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The Daily Tar Heel

University extends enrollment deadline to May 15 due to FAFSA delays

Students walk past Wilson Library on Monday, Aug. 16, 2021, two days before the first day of classes. The University returned to primarily in-person instruction for the fall semester.

This year, UNC has extended its enrollment deadline for the incoming class of 2028 from May 1 to May 15 due to delays in receiving records from the Free Application for Federal Student Aid. 

The FAFSA, an application completed by prospective college students annually to determine if they will receive federal aid based on financial need and eligibility, was redesigned for the 2024-25 school year by the U.S. Department of Education.  Usually released Oct. 1, this year the form was released on Dec. 30.

“We just want families and students to have more time,” Vice Provost for Enrollment Rachelle Feldman said

Changes to the form include a new formula to calculate need-based aid and a modified financial aid form with approximately 36 questions — less than the 118 questions of previous years. 

However, Feldman said the new FAFSA application has run into several “snags” this year. 

Feldman said the University only began receiving Institutional Student Information Records, federal documents generated using FAFSA data to help determine financial aid eligibility, in March. She said many of this year's ISIR documents contained inaccuracies in financial aid data and discrepancies between different softwares. 

Current FAFSA applicants must also use the IRS Data Retrieval Tool to directly transfer their tax return data into the form. Feldman said students who have a parent without a Social Security number have especially had trouble using the tool to complete their FAFSA.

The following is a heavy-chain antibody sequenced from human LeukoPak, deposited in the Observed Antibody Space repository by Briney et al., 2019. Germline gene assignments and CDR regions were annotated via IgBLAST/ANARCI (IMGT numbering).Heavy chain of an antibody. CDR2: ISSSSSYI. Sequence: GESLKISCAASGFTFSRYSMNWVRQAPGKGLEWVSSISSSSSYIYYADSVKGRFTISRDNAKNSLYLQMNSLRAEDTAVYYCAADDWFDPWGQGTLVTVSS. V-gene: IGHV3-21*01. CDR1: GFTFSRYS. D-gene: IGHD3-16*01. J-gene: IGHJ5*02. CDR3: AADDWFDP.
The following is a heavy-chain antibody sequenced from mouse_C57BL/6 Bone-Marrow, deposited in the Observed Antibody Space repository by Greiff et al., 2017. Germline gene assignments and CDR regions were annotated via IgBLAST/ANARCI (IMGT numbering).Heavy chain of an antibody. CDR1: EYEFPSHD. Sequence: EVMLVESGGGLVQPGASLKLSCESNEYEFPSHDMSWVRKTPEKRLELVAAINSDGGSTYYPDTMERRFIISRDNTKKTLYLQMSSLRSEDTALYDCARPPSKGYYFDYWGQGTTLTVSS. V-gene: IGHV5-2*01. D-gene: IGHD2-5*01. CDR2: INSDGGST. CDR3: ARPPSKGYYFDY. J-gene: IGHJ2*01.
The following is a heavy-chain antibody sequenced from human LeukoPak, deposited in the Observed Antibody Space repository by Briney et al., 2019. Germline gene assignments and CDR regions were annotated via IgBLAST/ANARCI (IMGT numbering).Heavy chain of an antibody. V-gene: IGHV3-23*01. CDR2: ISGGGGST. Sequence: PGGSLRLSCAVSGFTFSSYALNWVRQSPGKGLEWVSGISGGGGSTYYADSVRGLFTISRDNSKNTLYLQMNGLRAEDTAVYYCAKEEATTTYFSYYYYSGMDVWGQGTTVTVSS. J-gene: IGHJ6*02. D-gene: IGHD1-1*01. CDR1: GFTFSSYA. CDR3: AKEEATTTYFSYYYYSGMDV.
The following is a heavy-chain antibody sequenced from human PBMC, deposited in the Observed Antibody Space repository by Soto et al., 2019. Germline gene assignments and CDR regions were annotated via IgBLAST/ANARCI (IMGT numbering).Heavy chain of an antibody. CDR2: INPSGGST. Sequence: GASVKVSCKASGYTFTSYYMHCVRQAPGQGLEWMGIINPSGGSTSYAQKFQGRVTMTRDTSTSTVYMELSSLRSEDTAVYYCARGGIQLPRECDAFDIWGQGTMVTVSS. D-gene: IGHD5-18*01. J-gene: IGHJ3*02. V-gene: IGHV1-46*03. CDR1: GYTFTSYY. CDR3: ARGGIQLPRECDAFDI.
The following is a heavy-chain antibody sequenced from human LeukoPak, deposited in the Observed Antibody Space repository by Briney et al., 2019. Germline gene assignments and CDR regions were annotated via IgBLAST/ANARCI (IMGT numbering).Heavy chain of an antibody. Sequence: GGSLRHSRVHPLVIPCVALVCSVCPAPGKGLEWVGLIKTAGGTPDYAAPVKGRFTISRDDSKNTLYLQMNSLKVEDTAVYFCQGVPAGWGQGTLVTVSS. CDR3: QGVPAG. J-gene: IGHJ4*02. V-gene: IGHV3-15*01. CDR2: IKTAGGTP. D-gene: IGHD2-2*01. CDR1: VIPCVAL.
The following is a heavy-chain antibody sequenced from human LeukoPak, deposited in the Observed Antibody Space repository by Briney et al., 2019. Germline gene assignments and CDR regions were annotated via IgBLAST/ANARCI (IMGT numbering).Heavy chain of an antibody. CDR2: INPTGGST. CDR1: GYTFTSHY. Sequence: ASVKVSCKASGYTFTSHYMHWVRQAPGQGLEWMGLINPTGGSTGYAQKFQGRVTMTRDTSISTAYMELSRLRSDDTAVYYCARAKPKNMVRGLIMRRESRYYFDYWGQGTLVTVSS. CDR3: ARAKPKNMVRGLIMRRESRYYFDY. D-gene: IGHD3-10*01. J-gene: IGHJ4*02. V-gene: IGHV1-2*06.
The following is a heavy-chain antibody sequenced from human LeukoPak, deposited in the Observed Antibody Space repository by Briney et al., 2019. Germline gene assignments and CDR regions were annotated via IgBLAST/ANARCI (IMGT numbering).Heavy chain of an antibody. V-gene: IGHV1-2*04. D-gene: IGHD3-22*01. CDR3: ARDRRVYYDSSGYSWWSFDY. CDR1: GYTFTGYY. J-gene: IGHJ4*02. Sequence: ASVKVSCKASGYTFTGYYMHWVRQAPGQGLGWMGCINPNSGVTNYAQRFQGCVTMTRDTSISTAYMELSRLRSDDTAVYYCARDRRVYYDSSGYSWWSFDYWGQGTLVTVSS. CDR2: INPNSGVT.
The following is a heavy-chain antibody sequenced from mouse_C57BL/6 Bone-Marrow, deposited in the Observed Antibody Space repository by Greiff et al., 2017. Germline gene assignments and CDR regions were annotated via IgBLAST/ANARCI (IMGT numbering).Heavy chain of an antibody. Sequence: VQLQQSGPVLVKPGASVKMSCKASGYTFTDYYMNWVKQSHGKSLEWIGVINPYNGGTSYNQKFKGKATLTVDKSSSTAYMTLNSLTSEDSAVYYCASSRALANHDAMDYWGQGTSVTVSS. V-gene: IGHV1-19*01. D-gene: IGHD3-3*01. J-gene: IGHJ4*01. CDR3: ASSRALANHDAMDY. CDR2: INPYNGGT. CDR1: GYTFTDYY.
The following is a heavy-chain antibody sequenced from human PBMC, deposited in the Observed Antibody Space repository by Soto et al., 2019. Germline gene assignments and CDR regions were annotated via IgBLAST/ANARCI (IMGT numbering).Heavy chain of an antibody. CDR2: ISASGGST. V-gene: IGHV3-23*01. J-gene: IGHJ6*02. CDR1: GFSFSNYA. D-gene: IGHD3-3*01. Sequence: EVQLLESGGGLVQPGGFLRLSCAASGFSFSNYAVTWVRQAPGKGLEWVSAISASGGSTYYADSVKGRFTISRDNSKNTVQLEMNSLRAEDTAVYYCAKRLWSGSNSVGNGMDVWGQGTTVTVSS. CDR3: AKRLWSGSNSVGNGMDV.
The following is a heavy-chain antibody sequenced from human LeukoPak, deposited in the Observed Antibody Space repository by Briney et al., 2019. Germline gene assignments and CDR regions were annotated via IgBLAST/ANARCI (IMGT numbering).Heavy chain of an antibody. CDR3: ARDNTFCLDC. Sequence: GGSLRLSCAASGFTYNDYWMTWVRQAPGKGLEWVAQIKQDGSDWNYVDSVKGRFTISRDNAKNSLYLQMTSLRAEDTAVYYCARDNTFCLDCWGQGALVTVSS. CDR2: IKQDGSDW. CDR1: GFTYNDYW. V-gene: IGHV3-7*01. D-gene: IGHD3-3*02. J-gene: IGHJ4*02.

“We did not feel like we had confidence that everyone would be in a position where they had a solid aid offer, that they could make a decision in enough time to decide by May 1 whether or not to attend UNC,” Feldman said

UNC junior Suzanne Tyler said one of the major reasons she was able to attend UNC was because she did not have to take out any loans in her financial aid package, which was offered through the Carolina Covenant Scholarship. 

To be eligible for the Carolina Covenant, students receiving aid must come from families with an income not exceeding 200 percent of federal poverty guidelines and who meet additional economic criteria. Students are considered for the scholarship through the University’s general financial aid application process, which includes completing the FAFSA. 

While the FAFSA application had been more tedious in previous years, Tyler said this year’s application was easier to complete.

Isaac Hwang, a UNC junior and member of the Office of Scholarships and Student Aid’s Student Advisory Council, said filling out the application was somewhat confusing the first time he completed it. 

Hwang, who is from Georgia, said he is mainly involved with outreach on the council. He said he attends meetings at high schools in the Triangle area to discuss college finances and answer questions from a student perspective. 

“I don't necessarily know if I would be here without financial aid, because it's a little bit expensive as an out-of-state student,” Hwang said. “It's helped me with my lab work and get lab experience as a work-study student.”

Feldman said the University is still committed to meeting students’ full financial need through initiatives like the Carolina Covenant and UNC’s coverage of tuition and mandatory fees for in-state undergraduates from families with an income under $80,000 per year. 

Tyler said if UNC had not extended the enrollment deadline, the University may have been unable to enroll students who otherwise would have been able to attend. She said through scholarships and financial opportunities, some students are given an opportunity to have a college experience with reduced financial stress. 

“I think [UNC] owes that to their students in a way — for them to be able to have their financial packages in hand so they can make their college decisions,” Tyler said.

The U.S. Department of Education press office did not respond to The Daily Tar Heel's request for comment before the time of publication. 

@dailytarheel |

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